As outlined in our ITM Article, September 2019, “Recovery of Import VAT”, with effect from July 15th 2019, HMRC will only allow the “owner” of the goods at the time of import to recover the UK import VAT paid.
This position has recently been reinforced by a ruling provided by the Court of Justice in case C-621/19 Weindel Logistik Service.
Firstly, it is very interesting that the ruling in question was provided by way of a reasoned order. The Court of Justice can rule by way of a reasoned order where a question referred to the Court is identical to a question on which the Court has already ruled, where the reply to such a question may be clearly deduced from existing case-law or where the answer to the question referred poses no reasonable doubt.
In brief, the case at hand related to a Slovakian company, Weindel Logistik Service (WSL) who imported goods belonging to a Swiss company from Switzerland, Hong Kong, and China, into Slovakia. WSL reconditioned and repackaged the goods before exporting them again or dispatching them around the EU. WSL paid the VAT on importation. WSL charged the Swiss company for its repackaging/reconditioning services. Ownership remained with the Swiss company for the entire time. WSL had claimed a right to deduct the VAT it had paid on importing the goods. However, the Court said the right to deduct VAT is denied when the taxpayer:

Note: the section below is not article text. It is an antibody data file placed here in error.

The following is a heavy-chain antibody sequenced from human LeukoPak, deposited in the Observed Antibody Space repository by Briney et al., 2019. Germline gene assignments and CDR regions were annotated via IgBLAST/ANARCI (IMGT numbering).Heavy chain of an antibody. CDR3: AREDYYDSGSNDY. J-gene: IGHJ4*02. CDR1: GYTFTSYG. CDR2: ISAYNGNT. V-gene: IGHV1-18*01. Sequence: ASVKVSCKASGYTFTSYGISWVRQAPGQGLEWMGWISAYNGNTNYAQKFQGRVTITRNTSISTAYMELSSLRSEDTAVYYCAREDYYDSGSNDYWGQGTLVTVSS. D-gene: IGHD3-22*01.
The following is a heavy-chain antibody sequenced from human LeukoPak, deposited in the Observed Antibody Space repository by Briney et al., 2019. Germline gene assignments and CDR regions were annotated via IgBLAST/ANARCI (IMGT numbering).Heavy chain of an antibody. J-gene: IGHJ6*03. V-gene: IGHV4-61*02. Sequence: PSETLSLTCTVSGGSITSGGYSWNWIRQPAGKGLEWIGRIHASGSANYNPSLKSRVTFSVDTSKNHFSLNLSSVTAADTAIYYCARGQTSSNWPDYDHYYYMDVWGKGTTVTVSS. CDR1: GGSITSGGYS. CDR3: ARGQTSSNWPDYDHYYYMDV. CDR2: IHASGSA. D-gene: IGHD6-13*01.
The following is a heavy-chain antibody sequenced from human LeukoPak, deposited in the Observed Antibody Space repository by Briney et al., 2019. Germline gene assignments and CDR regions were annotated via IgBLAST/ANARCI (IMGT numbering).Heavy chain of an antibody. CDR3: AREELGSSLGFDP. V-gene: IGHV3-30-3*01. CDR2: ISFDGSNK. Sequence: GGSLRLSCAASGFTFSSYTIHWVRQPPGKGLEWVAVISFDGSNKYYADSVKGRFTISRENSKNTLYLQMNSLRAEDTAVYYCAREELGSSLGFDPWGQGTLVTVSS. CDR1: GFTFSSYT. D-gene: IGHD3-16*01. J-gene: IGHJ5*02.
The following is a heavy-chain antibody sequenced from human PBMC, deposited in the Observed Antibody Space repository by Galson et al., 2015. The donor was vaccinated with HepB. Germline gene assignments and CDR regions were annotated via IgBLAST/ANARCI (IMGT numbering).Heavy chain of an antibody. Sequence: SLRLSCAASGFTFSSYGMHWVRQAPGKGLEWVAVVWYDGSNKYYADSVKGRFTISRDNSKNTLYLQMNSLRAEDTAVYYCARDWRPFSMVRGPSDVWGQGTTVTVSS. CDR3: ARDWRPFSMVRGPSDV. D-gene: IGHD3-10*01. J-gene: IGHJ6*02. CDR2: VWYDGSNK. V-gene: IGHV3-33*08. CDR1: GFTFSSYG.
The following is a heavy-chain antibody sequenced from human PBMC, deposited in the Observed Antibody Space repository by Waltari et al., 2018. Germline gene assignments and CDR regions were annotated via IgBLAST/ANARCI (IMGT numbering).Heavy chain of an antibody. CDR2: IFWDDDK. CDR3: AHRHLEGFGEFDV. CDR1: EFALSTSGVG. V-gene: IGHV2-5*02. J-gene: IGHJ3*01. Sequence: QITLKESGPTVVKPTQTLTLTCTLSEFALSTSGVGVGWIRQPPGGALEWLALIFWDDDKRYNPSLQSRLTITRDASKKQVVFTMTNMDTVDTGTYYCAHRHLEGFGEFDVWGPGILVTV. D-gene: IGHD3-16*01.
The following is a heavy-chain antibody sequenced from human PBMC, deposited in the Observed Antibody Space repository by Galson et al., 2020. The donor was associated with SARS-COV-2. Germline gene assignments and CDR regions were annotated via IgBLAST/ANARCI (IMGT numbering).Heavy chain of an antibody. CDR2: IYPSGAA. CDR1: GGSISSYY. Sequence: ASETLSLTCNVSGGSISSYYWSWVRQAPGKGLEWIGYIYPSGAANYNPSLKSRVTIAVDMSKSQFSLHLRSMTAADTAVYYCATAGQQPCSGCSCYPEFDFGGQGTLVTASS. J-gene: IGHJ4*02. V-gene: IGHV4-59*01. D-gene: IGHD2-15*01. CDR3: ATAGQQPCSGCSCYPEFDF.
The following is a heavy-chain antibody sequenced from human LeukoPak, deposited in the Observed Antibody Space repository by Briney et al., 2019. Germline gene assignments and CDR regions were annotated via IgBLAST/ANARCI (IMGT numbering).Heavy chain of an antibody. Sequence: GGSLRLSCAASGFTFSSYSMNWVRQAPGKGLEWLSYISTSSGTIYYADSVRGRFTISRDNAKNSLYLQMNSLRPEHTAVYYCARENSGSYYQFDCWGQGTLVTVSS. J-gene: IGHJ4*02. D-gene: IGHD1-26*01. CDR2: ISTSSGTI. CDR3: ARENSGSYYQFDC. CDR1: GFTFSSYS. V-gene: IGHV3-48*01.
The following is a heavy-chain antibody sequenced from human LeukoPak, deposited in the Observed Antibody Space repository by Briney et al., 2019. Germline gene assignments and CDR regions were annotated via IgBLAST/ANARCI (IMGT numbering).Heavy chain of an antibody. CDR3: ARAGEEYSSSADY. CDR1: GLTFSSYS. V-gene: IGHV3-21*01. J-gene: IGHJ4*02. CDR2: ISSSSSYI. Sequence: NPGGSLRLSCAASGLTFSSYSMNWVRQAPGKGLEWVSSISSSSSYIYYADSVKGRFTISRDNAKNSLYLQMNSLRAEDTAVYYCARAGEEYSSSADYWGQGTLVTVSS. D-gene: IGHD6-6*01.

Unfortunately the ruling doesn’t give us the same level of analysis that you would normally get in a traditional judgement. It is unclear if this will become the default position for all Member States.
Historically Irish Revenue has allowed the importer to claim a deduction for VAT incurred on import even where that importer did not own the goods, e.g. toll manufacturers etc. To date, Irish Revenue have not issued any commentary in relation to this recent ruling from the CJEU.
With Brexit around the corner and the UK being treated as a third country from 1 January 2021, this is another factor that every importer should consider as part of their Brexit readiness plan. In particular for goods moving into the UK supply chains and incoterms should be reviewed to determine determine who owns the goods on importation to determine if there is any risk of losing the import VAT deduction. Although the safe harbour to recover UK import VAT is for the importer to hold title to the goods there is a suggestion from HMRC that holding beneficial or economic ownership may suffice. However given the large amounts of potentially irrecoverable VAT it is a key issue for businesses moving goods into the UK.
If you have any queries on this issue or any customs/VAT concerns, particularly as Brexit approaches, please reach out to your Deloitte Ireland VAT contact or any of the team below.